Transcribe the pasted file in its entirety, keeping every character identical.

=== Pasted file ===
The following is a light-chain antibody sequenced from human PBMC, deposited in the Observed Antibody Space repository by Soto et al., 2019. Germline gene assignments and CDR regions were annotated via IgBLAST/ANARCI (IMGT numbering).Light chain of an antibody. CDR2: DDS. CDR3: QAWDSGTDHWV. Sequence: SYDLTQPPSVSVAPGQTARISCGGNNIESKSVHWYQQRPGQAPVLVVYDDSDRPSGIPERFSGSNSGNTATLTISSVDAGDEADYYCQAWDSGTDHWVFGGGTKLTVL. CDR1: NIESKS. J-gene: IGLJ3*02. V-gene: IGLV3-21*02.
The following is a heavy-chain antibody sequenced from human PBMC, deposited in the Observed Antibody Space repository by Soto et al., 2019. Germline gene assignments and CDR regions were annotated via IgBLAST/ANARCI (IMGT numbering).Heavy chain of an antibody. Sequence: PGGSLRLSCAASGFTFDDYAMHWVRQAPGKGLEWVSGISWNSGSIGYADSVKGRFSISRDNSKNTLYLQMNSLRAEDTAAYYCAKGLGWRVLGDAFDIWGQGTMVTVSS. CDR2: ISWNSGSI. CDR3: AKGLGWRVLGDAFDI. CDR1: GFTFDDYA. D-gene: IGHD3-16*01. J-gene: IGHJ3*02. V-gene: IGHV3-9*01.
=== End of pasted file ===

The following is a light-chain antibody sequenced from human PBMC, deposited in the Observed Antibody Space repository by Soto et al., 2019. Germline gene assignments and CDR regions were annotated via IgBLAST/ANARCI (IMGT numbering).Light chain of an antibody. CDR2: DDS. CDR3: QAWDSGTDHWV. Sequence: SYDLTQPPSVSVAPGQTARISCGGNNIESKSVHWYQQRPGQAPVLVVYDDSDRPSGIPERFSGSNSGNTATLTISSVDAGDEADYYCQAWDSGTDHWVFGGGTKLTVL. CDR1: NIESKS. J-gene: IGLJ3*02. V-gene: IGLV3-21*02.
The following is a heavy-chain antibody sequenced from human PBMC, deposited in the Observed Antibody Space repository by Soto et al., 2019. Germline gene assignments and CDR regions were annotated via IgBLAST/ANARCI (IMGT numbering).Heavy chain of an antibody. Sequence: PGGSLRLSCAASGFTFDDYAMHWVRQAPGKGLEWVSGISWNSGSIGYADSVKGRFSISRDNSKNTLYLQMNSLRAEDTAAYYCAKGLGWRVLGDAFDIWGQGTMVTVSS. CDR2: ISWNSGSI. CDR3: AKGLGWRVLGDAFDI. CDR1: GFTFDDYA. D-gene: IGHD3-16*01. J-gene: IGHJ3*02. V-gene: IGHV3-9*01.